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Study Guide for Exam 1

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by: Kalli Williams

Study Guide for Exam 1 MKT 350

Marketplace > Missouri State University > Marketing > MKT 350 > Study Guide for Exam 1
Kalli Williams
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About this Document

Covers chapter one through six
Intro to Marketing Principles
Carly Adams
Study Guide
50 ?




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"These are great! I definitely recommend anyone to follow this notetaker"
Glen Little

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This 6 page Study Guide was uploaded by Kalli Williams on Saturday January 23, 2016. The Study Guide belongs to MKT 350 at Missouri State University taught by Carly Adams in Spring 2016. Since its upload, it has received 287 views. For similar materials see Intro to Marketing Principles in Marketing at Missouri State University.


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These are great! I definitely recommend anyone to follow this notetaker

-Glen Little


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Date Created: 01/23/16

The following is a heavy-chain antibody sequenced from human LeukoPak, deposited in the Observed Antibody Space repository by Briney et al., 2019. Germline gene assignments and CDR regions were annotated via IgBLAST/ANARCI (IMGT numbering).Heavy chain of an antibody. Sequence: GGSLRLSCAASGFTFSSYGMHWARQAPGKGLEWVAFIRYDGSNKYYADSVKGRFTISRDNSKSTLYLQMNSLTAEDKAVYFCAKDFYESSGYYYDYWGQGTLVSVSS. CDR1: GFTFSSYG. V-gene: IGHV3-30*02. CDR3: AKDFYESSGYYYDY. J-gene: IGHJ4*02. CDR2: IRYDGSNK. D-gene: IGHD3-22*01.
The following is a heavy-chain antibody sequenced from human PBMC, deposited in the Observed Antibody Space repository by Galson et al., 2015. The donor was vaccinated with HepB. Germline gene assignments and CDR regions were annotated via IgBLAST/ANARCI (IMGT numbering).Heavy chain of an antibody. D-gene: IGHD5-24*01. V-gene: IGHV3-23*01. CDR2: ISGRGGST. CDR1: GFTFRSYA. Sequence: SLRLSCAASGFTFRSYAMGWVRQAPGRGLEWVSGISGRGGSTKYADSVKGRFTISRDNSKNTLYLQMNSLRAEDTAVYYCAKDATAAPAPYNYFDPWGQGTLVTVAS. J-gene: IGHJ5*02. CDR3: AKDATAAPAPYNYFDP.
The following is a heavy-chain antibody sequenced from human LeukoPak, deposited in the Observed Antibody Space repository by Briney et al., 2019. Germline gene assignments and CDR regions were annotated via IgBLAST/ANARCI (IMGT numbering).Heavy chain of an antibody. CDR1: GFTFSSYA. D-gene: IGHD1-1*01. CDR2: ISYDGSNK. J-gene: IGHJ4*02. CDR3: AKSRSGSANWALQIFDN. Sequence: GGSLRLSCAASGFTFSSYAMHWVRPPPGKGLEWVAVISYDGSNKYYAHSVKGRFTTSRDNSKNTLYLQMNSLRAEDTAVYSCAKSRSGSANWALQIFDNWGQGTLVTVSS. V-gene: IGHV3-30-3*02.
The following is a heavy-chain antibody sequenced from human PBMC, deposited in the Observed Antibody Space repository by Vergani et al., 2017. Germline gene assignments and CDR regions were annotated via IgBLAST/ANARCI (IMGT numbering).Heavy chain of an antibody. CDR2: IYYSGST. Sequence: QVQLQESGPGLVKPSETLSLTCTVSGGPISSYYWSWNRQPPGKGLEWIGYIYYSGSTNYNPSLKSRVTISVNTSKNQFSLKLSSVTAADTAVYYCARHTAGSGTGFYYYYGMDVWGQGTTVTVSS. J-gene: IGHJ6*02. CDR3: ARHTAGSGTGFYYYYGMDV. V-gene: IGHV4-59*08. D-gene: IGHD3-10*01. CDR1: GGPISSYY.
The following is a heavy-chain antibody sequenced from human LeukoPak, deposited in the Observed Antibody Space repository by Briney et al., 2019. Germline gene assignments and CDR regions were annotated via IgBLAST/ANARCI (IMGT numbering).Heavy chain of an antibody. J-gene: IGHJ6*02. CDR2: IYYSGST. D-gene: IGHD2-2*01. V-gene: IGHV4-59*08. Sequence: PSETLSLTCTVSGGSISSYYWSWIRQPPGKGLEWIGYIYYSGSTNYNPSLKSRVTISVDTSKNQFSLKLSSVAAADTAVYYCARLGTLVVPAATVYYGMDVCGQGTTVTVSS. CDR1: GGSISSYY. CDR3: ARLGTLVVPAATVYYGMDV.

Study Guide for Exam 1 Chapter 1: What is Marketing? - Creating, distributing, promoting, and pricing goods, services, and ideas - Relationships of exchange with customers Components of Marketing: All revolve around the customer - The 4 P’s: - Product: Good, Service, or Idea - Price: Establishing the right price for the market buying the product - Promotion: Inform people about the product - Distribution: Availability of products at the right time in the right place - Target Market: Who the marketing efforts are focused on for a certain product, or advertisement - Value: Is the customer benefits – customer costs. - Exchanges: transfer of goods, services, or ideas in return for something of value (money, labor, goods, credit) - Stakeholders: have stake, or claim in the company - Marketing Enviroment: Competitive, economic, political, legal and regulatory, technological, sociocultural - Influence customers in 3 ways: 1. Affecting customers lifestyle, preference and needs for a product 2. How a marketing manager performs 3. Affect a marketing managers decisions and actions - Marketing concept: satisfying customers to achieve the company’s goals - Production orientation - Sales orientation - Marketing orientation - Customer Relationship Management: Using info. about customers to create marketing strategies that make customer relationships - Customer Lifetime Value: Profit or Loss for a future relationship with a customer - Green Marketing: A strategic process involving stakeholder assessment to create meaningful long-term relationships with customers while maintaining, supporting, and enhancing the natural environment Chapter 2: - Strategic Marketing Planning: planning, implementing, and evaluating the performance of marketing activities - Mission Statement: long-term view, goal, or vision of what the company aspires to become - Levels of strategic planning: Mission statement to corporate strategy to Business-unit strategy to marketing strategy to marketing mix elements - Growth Share Matrix: o Star: Most popular, best selling product o Question Mark: Small share of growing market, and takes a lot of money o Cash Cow: Dominant share of market, but low prospect for growth o Dog: a lot of the market, but low growth rates - Core competencies: Does extremely well which can give it an advantage over other products. - SWOT analysis: o Strengths: Competitive advantages o Weaknesses: Any limits the company might have o Opportunities: Anything that can help the company reach it goals, or rewards o Threats: Anything that prevents the company from reaching its goals - First-mover advantage: Being the first company to offer a product - Late-mover advantage: Learn from first-movers mistakes, and being the last one to offer a product. - Marketing Objective: statement of what is to be accomplished though marketing activities - Marketing Strategy: a plan of action to develop a marketing mix - Sustainable competitive advantage: An advantage that the competition can’t see in the future - Performance standard: expected level of performance to compare performance levels to - Marketing Plan: written document of the marketing plan - Corporate strategy: A strategy that determines the means for utilizing resources in the various functional areas to reach the organization’s goals - Decentralized organization: A structure in which decision- making authority is delegated as far down the chain of command as possible - Core competencies: Things a company does extremely well, which sometimes give it an advantage over its competition Chapter 3: - Environmental Forces: Competitive, Political, Technological, Legal and Regulatory, Sociocultural, and Economic - Competition: Market products that are similar - Types of competition: brand, product, generic, and total budget competitors - Competitive Structures: Monopoly, oligopoly, monopolistic competition, pure competition, - The business cycle: prosperity, recession, depression, and recovery, and going through that order then repeating it. - Federal Trade commission (FTC): an agency that regulates a variety of business practices and curbs - Technological Forces: o Dynamic change o Ability to reach customers o Self-sustaining technology - Firms must keep up to date on the new technology trends - Sociocultural forces: o demographic and diversity characteristics o consumerism o cultural values - Disposable income: After tax income - Environmental analysis: The process of assessing and interpreting the information gathered through environmental scanning - Wealth: The accumulation of past income, natural resources, and financial resources - Buying power: Resources, such as money, goods, and services, that can be traded in an exchange - Discretionary income: Disposable income available for spending and saving after an individual has purchased the basic necessities of food, clothing, and shelter - Consumerism: Organized efforts by individuals, groups, and organizations to protect consumers’ rights - Monopolistic competition: A competitive structure in which a firm has many potential competitors and tries to develop a marketing strategy to differentiate its product Chapter 4: - Social Responsibility: maximize positive impact, and minimize negative impact on society - Pyramid of corporate social responsibilities: o 1 level: economic nd o 2 level: legal o 3 level: ethical o 4 level: philanthropic - Marketing Ethics: principles and standards defining acceptable conduct in marketing determined by stakeholders such as: o the public o government regulators o private interest groups o consumers o industry o organization itself - Philanthropic responsibility: promote human welfare or goodwill - Sustainability: the potential for the long-term well-being of the natural environment , including all biological entities - Marketing Ethics: a dimension of social responsibility that involves principles and standards that define acceptable conduct in marketing - Ethical Issue: issues that are right, or wrong, ethical, or unethical - Organizational culture: a set of values, beliefs, goals, norms, and rituals that members of an organization share - Codes of conduct: rules and standards that describe what the company expects of its employees - Cause-related marketing: The practice of linking products to a particular social cause on an ongoing or short-term basis Chapter 5: - Marketing research: gathering info. to help marketing problems or take advantage of marketing opportunities - Types of marketing research: o Qualitative data: Non-numerical data o Quantitative data: empirical data through numbers - Exploratory research: Research to gain more information o Customer advisory boards o Focus groups - Conclusive Research: research to verify insights and findings through objective procedures and helps marketers make decisions o Descriptive research o Experimental research - 5 Steps of Marketing Research Issues: 1. Locating and defining problems of research issues 2. Designing the research project - research design, hypothesis, reliability, validity 3. Collecting data - primary data: population, sample, sampling (random, stratified, quota), survey methods (mail, telephone, personal interview, shopping mall interview, crowdsourcing, and online) - secondary data 4. Interpreting research findings 5. Reporting research findings - Marketing Information Systems (MIS): framework for managing and structuring info. - Marketing decision support system (MDSS): Customized computer software that aids marketing managers in decision making - Single-source data: information provided by a single marketing research firm Chapter 6: - What are Markets? o A group of people, individuals or organizations - 2 types of markets: o consumer market o business market - Target Market Selection Process: 1. Identify appropriate targeting strategy 2. Determine which segmentation variables to use 3. Develop market segment profiles 4. Evaluate relevant market segments 5. Select specific target markets - Undifferentiated targeting strategy: means a company designs a single marketing mix and directs it at the entire market - Marketing Segmentation: dividing total market into groups of customers with a similar product needs and designing a marketing mix to meet those needs - Differentiated targeting strategy: directs marketing efforts at two or more segments, developing a marketing mix for each segment - Segmentation variables: characteristics of individuals, groups or organization used to divide a market into segments - Demographic Variables: o Age o Gender o Family life cycle o Race o Ethnicity o Income - Geographic Variables o Climate o City size o Terrain o Market Density: refers to the number of potential customers within a unit of land area - Geodemographic segmentation: cluster people in zip code areas and even smaller neighborhoods - Micromarketing: Focuses precise marketing efforts on very small geographic markets - Psychographics Variables: personality, motives and lifestyles, beliefs, and broad issues - Behavioristic Variables: divided among consumer behavior toward a product - Segment Profiles: Similarities of potential customers within a segment - Evaluate Market Segments: o Sales estimates o Competition o Estimated costs - Market potential: total amount of a product customers will purchase within a specified period - Company Sales Potential: maximum % of market potential a firm can expect for a specific product - Executive Judgment: sales forecasting method based on intuition of one or more executives - Forecasting Survey: o Customer, sales force, expert, (all forecasting survey), and Delphi technique - Time series analysis: Forecasting method that uses historical sales data o Trend, Cycle, Seasonal, and Random factor analysis - Regression analysis: method of predicting sales based past sales -